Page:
Five tips for watching the April 8 solar eclipse from Newton

On Monday, April 8, New England will be treated to a rare total solar eclipse.

A solar eclipse occurs when the moon passes between Earth and the sun and blocks out the sun. On April 8, the moon will do so at a point that blocks out the sun for much of New England, in a diagonal line down to Mexico.

For a few minutes that day, the sky will darken, the air will cool down and the birds will go into a frenzy.

Ways and times to view the eclipse vary depending on location. Here are some tips for viewing the eclipse in Newton:

1. Not quite ‘total’

The path of totality—the geographical line in which the sun will be 100 percent blocked by the moon—is narrow and will miss Newton by 150 miles or so.

That means Newton will not see a total eclipse but rather a 93 percent eclipse. That sliver of seven percent of the sun will still be visible from much of New England including all of Massachusetts, as that path of totality skirts right around the Bay State.

But 93 percent is nothing to scoff at. The sun will turn into a thin crescent and the sky will darken as if the sun is setting mid-sky.

The April 8 total solar eclipse has a path of totality that stretches from Mexico to eastern Canada NASA image

2. When and where to watch

The eclipse will be on April 8 between 3:00 and 3:30 p.m., so you’ll want to plan a viewing spot that allows you to see the late afternoon sun.

Newton isn’t known for its wide-open spaces, but there are some. And you’ll want to be somewhere the afternoon sun is visible. Fortunately, it’s spring and the days are longer so the sun will be higher in the 3:30 p.m. sky than it is in winter.

A few possible viewing locations include the Newtron Centre Green, Albemarle Field, Cold Spring Park, Edmands Park, Echo Bridge, Newton Highlands Playground and the Charles River Reservation near Lower Falls.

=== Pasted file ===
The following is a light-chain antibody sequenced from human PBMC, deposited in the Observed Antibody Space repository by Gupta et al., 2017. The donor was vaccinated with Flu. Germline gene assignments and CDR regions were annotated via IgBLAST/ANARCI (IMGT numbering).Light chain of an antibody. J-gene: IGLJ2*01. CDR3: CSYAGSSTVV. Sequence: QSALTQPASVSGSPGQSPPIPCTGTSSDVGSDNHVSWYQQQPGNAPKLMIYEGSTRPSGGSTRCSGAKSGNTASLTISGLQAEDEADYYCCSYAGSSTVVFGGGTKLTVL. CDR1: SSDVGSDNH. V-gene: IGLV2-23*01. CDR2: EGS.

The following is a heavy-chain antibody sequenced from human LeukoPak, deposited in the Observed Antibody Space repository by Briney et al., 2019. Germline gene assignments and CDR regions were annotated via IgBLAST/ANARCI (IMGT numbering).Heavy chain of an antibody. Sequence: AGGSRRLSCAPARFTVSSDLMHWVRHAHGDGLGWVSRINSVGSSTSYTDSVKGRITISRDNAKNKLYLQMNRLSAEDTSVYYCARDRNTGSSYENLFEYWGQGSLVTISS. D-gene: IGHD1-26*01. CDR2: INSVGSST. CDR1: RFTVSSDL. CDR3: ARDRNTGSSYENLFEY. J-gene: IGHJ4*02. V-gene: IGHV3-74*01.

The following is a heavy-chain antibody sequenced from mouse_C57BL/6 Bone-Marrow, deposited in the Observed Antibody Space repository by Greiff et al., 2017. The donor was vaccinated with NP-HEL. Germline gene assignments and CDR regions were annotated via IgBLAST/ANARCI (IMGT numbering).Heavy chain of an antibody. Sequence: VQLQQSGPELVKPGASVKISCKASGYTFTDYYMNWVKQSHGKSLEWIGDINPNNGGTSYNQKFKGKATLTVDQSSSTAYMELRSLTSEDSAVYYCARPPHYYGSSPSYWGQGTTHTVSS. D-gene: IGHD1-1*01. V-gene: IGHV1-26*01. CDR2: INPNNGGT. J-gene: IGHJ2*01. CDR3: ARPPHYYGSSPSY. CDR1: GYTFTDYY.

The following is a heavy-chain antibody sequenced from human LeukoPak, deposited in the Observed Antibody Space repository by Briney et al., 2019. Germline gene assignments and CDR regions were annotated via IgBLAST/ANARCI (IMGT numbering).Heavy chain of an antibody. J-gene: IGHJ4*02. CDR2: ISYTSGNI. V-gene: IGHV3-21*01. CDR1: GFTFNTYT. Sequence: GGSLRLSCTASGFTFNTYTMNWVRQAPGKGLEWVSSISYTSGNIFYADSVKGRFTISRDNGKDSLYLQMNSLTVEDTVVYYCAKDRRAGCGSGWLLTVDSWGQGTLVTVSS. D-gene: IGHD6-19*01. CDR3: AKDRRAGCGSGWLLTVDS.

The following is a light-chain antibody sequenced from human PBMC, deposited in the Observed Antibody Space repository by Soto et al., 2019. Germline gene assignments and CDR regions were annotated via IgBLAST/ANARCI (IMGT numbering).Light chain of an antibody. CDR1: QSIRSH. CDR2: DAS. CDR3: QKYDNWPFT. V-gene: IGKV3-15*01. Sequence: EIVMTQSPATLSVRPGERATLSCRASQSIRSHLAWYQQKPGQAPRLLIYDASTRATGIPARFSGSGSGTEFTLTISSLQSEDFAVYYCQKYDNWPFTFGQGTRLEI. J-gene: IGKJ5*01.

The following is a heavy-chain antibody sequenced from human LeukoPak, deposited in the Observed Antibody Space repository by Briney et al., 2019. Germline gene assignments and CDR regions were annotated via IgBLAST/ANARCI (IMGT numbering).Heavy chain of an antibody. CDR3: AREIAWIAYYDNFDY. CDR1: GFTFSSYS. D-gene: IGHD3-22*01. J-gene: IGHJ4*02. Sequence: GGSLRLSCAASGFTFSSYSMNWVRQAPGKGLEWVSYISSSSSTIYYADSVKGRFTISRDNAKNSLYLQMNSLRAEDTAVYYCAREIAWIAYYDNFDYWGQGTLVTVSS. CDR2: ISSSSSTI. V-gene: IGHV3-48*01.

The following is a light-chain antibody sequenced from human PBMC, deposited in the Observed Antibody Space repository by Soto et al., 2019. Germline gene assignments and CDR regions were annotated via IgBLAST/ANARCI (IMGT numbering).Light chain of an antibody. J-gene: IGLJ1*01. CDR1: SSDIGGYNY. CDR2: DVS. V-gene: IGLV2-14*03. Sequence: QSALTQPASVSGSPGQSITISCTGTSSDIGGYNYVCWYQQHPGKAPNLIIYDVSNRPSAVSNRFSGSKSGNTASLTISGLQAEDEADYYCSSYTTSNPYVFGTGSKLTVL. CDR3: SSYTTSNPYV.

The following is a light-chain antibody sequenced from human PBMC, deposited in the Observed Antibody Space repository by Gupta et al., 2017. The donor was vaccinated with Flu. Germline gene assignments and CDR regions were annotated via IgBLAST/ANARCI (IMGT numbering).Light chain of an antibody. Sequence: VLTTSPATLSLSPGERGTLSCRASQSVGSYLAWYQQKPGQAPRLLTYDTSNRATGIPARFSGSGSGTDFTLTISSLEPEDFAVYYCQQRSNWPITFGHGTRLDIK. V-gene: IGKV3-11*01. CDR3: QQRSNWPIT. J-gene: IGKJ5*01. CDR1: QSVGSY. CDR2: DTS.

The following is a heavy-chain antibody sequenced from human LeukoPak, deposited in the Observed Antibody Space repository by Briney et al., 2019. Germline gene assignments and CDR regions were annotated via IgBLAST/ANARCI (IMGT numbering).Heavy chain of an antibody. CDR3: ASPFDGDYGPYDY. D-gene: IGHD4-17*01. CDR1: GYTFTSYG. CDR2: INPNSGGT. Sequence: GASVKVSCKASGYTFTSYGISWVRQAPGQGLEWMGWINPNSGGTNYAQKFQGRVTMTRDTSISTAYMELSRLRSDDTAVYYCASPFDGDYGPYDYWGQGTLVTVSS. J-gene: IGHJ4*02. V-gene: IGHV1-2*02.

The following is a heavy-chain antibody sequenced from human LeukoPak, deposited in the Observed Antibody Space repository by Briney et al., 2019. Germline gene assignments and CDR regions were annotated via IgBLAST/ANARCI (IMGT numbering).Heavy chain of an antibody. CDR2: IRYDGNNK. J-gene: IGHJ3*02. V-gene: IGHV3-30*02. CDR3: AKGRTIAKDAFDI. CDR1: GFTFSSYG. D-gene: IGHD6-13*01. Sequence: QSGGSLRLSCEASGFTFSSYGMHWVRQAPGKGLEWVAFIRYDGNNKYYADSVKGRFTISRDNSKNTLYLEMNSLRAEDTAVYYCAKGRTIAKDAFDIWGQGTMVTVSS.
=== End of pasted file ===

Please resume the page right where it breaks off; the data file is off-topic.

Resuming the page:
There are lots of other places to see the eclipse and you may be even able to watch from your window.

3. Protect the eyes

When and where you do watch the eclipse is not as important as how you watch it.

Looking directly at the sun can cause severe, permanent damage to the eyes. There’s a very brief moment during the actual total eclipse (the minute the moon completely blocks out 100 percent of the sun) when it’s safe to look, according to NASA, but Newton will not see that 100 percent totality so there won’t be any safe time to look at it.

Regular sunglasses won’t cut it. You’ll need special eclipse glasses that are thousands of times more protective against the sun’s light.

Solar eclipse viewing glasses are available for purchase online or in some stores. Walmart and Home Depot have been known to carry them.

If you’re feeling crafty, you can make an old-school eclipse viewer.

Eclipse viewing glasses. Google Commons Photo

4. Check your camera settings

Millions of people will likely be photographing the eclipse, given how rare it is.

But it’s not as simple as pointing a camera at the sun. In fact, don’t do that. Pointing a camera lens at the sun can destroy your camera and burn your eyes.

Most people prefer to capture the corona (the sun’s atmosphere, known as its “crown”) in the eclipse, which is right when the moon completely blocks out the sun, and that doesn’t use solar filters. Since that won’t happen for Newton with a 93 percent eclipse, you may want to get a solar filter for your camera lens.

A regular telephoto lens magnifies the sun’s intensity, according to, and if you’re using a smartphone to photograph the eclipse, you’ll want to prepare your phone’s settings.

Turn off the phone’s flash, and don’t use the zoom feature. Using the flash can ruin photos and annoy nearby watchers, and zooming degrades the quality of the photo.

Wide-angle and portrait settings make for good eclipse photos, according to A tripod can help with stability when photographing something millions of miles away.

5. Watch the kids and pets

If you have small kids, make sure they know not to look at the eclipse and not to remove their special eclipse glasses at all during the eclipse. It only takes a few seconds for eyes to burn.

As for pets, they probably won’t keep glasses on. They also probably won’t be staring at the sun. But it’s a good idea to keep an eye on them just in case they’re interested in what everyone’s staring at up there.

Pets may act strange during an eclipse, especially those with anxiety issues, since the eclipse will darken the sky and cool the air briefly. Their entire world changes for a moment, which can be jarring for them. It’s also why the birds go crazy during an eclipse.

If it’s easier, you may want to keep the pets indoors. If not, make sure their eyes stay away from the sky.